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Functional Outcome After Incisional Hernia Repair: Open Versus Laparoscopic Repair (GINCISHERNIA)

The safety and scientific validity of this study is the responsibility of the study sponsor and investigators. Listing a study does not mean it has been evaluated by the U.S. Federal Government. Read our disclaimer for details. Identifier: NCT00625053
Recruitment Status : Unknown
Verified April 2008 by University Hospital, Geneva.
Recruitment status was:  Recruiting
First Posted : February 28, 2008
Last Update Posted : April 15, 2008
Information provided by:
University Hospital, Geneva

Brief Summary:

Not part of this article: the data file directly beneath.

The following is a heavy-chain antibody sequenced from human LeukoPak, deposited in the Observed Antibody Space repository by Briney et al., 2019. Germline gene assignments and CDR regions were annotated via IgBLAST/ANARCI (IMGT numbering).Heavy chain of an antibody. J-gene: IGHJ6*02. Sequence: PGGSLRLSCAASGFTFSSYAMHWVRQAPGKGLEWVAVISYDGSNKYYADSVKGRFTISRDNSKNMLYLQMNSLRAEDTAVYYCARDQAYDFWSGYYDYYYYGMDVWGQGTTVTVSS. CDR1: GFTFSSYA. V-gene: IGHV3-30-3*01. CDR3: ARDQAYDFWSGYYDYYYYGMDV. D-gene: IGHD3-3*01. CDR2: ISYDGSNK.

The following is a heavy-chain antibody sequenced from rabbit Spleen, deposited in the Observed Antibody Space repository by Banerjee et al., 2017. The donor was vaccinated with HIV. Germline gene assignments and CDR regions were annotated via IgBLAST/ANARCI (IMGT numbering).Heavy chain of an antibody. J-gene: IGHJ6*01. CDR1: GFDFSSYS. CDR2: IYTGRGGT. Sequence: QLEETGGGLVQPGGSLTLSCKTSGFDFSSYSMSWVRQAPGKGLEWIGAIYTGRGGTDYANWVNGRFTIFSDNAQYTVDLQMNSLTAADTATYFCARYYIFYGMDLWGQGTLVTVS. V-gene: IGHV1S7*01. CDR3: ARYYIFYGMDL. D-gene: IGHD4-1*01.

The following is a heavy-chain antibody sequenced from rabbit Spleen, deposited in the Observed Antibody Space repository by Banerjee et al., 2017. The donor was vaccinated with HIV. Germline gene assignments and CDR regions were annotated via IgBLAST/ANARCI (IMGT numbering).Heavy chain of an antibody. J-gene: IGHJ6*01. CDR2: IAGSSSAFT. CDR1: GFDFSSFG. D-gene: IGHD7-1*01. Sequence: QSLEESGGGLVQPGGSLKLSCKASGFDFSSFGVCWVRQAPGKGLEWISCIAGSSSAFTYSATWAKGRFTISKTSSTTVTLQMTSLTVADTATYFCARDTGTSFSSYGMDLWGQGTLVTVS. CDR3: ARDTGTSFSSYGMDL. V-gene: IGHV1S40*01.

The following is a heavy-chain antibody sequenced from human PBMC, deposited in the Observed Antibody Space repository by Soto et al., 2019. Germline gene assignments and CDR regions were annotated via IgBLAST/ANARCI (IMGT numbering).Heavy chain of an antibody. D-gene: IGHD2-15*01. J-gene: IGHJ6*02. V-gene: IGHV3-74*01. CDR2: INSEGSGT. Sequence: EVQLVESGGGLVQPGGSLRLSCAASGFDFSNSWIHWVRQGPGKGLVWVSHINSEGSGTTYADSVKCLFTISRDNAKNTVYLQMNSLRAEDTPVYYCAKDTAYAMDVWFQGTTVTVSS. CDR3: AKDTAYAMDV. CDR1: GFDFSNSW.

Background: Midline incisional hernia is reported from 0,5 to 11% after abdominal operations. Primary repair without mesh reinforcement is almost abandoned because of high recurrence rates (24 to 46%). Use of prosthetic mesh in incisional hernia repair lowered the recurrence rates under 10%. Recurrence rate alone is not the main quality criterion for incisional hernia repair anymore. Large series and meta-analyses confirmed the value of laparoscopic repair as at least equal if not better compared with open repair. Discomfort, pain, diminished quality of life and body image alteration influences functional well being. No baseline information exists in any of these fields treating pre- or post-operative phases in patients with incisional hernia. Respiratory functions and medico-economic evaluation are other rarely investigated fields that we consider in our trial. The objective of this study is to analyse the functional outcome status of patients after laparoscopic incisional hernia repair compared to open repair.